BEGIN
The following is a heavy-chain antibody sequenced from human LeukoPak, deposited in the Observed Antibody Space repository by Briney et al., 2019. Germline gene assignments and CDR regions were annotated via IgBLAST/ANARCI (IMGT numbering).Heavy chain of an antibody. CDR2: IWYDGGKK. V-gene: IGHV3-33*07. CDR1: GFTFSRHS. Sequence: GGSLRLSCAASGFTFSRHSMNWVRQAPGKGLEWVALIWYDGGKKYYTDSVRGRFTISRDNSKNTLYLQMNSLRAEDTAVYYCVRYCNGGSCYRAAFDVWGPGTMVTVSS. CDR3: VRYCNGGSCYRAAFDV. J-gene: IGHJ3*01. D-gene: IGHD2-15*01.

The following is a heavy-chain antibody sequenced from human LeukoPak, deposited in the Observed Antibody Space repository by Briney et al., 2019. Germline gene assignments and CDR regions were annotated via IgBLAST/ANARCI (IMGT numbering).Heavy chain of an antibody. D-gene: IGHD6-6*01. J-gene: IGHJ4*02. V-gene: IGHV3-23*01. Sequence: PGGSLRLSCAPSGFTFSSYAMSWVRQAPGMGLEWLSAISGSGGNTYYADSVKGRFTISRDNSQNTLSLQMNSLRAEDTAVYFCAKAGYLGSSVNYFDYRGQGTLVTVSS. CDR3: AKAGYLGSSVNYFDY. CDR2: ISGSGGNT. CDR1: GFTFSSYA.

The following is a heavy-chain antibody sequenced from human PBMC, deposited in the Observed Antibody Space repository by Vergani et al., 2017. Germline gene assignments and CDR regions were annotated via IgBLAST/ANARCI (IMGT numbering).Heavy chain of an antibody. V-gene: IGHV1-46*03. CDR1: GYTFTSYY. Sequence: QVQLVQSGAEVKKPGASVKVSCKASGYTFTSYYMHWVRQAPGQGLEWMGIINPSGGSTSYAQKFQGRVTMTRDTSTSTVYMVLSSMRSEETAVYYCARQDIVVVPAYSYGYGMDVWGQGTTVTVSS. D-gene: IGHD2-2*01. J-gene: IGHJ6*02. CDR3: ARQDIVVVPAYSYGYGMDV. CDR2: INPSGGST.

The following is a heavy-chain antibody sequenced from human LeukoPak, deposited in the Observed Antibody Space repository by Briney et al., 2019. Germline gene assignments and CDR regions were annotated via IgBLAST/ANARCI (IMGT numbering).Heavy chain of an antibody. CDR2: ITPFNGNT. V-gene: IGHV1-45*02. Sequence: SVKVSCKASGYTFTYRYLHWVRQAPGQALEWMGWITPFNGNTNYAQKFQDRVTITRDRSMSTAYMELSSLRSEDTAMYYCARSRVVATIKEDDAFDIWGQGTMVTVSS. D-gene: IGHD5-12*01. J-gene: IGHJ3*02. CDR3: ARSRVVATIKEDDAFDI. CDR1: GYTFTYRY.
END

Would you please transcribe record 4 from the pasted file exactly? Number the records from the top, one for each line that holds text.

The following is a heavy-chain antibody sequenced from human LeukoPak, deposited in the Observed Antibody Space repository by Briney et al., 2019. Germline gene assignments and CDR regions were annotated via IgBLAST/ANARCI (IMGT numbering).Heavy chain of an antibody. CDR2: ITPFNGNT. V-gene: IGHV1-45*02. Sequence: SVKVSCKASGYTFTYRYLHWVRQAPGQALEWMGWITPFNGNTNYAQKFQDRVTITRDRSMSTAYMELSSLRSEDTAMYYCARSRVVATIKEDDAFDIWGQGTMVTVSS. D-gene: IGHD5-12*01. J-gene: IGHJ3*02. CDR3: ARSRVVATIKEDDAFDI. CDR1: GYTFTYRY.